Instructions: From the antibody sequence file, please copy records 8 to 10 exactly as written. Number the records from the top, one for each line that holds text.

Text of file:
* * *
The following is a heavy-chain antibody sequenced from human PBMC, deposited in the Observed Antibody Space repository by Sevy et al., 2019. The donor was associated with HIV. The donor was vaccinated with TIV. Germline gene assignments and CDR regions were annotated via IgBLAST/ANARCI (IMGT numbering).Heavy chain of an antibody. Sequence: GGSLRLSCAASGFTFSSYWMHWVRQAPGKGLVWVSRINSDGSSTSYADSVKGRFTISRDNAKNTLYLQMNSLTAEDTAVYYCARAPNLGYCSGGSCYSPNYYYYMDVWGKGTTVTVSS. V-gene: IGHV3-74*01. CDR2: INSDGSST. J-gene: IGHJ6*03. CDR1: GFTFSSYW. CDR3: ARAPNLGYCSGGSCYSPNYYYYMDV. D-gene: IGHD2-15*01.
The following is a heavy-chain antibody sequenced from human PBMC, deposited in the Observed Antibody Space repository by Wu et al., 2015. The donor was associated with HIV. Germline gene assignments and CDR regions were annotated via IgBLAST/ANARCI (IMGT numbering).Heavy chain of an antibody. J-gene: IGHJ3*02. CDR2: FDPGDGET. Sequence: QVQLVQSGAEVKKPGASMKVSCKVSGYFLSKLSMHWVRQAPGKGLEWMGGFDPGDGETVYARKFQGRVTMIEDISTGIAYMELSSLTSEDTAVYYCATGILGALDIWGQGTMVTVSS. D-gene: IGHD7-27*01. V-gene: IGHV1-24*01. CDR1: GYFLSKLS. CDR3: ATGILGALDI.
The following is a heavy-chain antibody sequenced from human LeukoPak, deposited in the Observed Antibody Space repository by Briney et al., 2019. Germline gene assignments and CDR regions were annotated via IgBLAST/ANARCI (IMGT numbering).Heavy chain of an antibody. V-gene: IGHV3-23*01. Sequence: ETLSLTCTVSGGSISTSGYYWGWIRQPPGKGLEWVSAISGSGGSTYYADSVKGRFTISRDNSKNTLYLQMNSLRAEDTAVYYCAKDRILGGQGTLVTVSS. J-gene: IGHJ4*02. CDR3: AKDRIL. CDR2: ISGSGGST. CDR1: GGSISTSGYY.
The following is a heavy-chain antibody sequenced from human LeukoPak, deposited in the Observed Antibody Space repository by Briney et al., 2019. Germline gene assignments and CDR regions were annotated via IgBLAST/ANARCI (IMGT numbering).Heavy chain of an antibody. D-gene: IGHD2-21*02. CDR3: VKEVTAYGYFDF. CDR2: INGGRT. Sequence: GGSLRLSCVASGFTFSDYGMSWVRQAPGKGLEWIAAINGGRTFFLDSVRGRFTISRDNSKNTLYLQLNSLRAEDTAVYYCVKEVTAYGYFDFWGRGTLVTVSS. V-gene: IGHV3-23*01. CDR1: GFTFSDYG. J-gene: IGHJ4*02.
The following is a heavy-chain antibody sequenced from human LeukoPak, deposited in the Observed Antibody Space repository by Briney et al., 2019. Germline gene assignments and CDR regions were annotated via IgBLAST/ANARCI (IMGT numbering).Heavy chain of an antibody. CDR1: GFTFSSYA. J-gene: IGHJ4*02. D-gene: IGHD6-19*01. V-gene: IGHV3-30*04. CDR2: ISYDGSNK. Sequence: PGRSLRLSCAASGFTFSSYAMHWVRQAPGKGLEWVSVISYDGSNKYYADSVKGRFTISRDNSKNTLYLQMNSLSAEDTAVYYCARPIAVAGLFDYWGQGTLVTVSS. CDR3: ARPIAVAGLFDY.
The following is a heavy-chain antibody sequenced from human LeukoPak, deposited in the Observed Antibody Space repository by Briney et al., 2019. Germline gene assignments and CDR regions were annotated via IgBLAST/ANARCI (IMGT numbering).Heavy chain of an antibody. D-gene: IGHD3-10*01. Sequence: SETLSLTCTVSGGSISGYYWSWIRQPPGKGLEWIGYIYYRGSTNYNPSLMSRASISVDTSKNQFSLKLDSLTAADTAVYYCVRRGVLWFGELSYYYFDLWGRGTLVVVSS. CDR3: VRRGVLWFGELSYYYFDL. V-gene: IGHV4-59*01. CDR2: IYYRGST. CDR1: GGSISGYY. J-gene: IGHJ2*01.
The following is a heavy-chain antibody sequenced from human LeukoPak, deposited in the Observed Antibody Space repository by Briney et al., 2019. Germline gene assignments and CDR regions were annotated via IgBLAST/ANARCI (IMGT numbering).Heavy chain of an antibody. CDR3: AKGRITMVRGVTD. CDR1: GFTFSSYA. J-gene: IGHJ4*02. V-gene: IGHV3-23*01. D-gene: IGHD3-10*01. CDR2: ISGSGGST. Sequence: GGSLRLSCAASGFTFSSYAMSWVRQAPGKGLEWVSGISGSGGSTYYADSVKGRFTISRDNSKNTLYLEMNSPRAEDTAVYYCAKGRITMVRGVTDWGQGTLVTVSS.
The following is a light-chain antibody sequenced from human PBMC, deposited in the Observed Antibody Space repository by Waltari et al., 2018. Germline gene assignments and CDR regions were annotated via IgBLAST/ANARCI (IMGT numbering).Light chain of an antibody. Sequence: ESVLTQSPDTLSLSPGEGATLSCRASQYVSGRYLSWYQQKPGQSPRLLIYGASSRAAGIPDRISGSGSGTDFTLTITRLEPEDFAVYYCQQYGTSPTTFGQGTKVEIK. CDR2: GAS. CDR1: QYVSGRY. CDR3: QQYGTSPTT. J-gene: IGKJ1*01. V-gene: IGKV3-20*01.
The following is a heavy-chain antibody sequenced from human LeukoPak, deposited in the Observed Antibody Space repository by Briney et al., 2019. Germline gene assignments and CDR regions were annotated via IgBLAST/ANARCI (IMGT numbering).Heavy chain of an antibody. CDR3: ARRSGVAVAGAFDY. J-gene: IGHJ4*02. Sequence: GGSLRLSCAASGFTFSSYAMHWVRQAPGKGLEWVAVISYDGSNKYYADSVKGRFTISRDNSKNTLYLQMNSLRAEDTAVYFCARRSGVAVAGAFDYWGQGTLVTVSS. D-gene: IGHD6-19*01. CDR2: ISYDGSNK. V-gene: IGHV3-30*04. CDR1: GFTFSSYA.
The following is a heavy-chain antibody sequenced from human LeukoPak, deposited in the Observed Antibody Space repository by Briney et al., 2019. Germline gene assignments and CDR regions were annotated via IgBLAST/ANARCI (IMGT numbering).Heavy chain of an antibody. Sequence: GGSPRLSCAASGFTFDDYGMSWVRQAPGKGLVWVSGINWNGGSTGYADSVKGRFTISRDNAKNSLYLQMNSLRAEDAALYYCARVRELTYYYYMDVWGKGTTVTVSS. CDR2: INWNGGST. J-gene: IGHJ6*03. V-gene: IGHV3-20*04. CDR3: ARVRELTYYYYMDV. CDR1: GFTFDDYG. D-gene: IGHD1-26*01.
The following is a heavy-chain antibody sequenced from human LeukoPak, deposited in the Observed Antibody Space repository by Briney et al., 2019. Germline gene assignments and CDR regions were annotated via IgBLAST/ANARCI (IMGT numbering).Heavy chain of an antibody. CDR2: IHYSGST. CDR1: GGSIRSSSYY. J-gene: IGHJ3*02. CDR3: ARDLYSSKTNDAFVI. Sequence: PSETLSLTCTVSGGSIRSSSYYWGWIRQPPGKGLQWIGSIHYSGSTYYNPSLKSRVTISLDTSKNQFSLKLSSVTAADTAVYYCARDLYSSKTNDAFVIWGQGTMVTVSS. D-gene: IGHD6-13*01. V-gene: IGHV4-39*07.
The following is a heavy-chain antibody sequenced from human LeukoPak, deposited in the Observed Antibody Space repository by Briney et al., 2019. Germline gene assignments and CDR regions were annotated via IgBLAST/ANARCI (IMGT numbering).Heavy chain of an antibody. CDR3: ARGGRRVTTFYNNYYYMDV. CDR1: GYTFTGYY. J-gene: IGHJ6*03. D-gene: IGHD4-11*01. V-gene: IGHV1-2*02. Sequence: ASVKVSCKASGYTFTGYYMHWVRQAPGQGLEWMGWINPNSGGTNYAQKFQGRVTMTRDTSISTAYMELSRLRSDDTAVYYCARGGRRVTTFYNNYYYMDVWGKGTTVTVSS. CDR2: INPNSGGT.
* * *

The following is a light-chain antibody sequenced from human PBMC, deposited in the Observed Antibody Space repository by Waltari et al., 2018. Germline gene assignments and CDR regions were annotated via IgBLAST/ANARCI (IMGT numbering).Light chain of an antibody. Sequence: ESVLTQSPDTLSLSPGEGATLSCRASQYVSGRYLSWYQQKPGQSPRLLIYGASSRAAGIPDRISGSGSGTDFTLTITRLEPEDFAVYYCQQYGTSPTTFGQGTKVEIK. CDR2: GAS. CDR1: QYVSGRY. CDR3: QQYGTSPTT. J-gene: IGKJ1*01. V-gene: IGKV3-20*01.
The following is a heavy-chain antibody sequenced from human LeukoPak, deposited in the Observed Antibody Space repository by Briney et al., 2019. Germline gene assignments and CDR regions were annotated via IgBLAST/ANARCI (IMGT numbering).Heavy chain of an antibody. CDR3: ARRSGVAVAGAFDY. J-gene: IGHJ4*02. Sequence: GGSLRLSCAASGFTFSSYAMHWVRQAPGKGLEWVAVISYDGSNKYYADSVKGRFTISRDNSKNTLYLQMNSLRAEDTAVYFCARRSGVAVAGAFDYWGQGTLVTVSS. D-gene: IGHD6-19*01. CDR2: ISYDGSNK. V-gene: IGHV3-30*04. CDR1: GFTFSSYA.
The following is a heavy-chain antibody sequenced from human LeukoPak, deposited in the Observed Antibody Space repository by Briney et al., 2019. Germline gene assignments and CDR regions were annotated via IgBLAST/ANARCI (IMGT numbering).Heavy chain of an antibody. Sequence: GGSPRLSCAASGFTFDDYGMSWVRQAPGKGLVWVSGINWNGGSTGYADSVKGRFTISRDNAKNSLYLQMNSLRAEDAALYYCARVRELTYYYYMDVWGKGTTVTVSS. CDR2: INWNGGST. J-gene: IGHJ6*03. V-gene: IGHV3-20*04. CDR3: ARVRELTYYYYMDV. CDR1: GFTFDDYG. D-gene: IGHD1-26*01.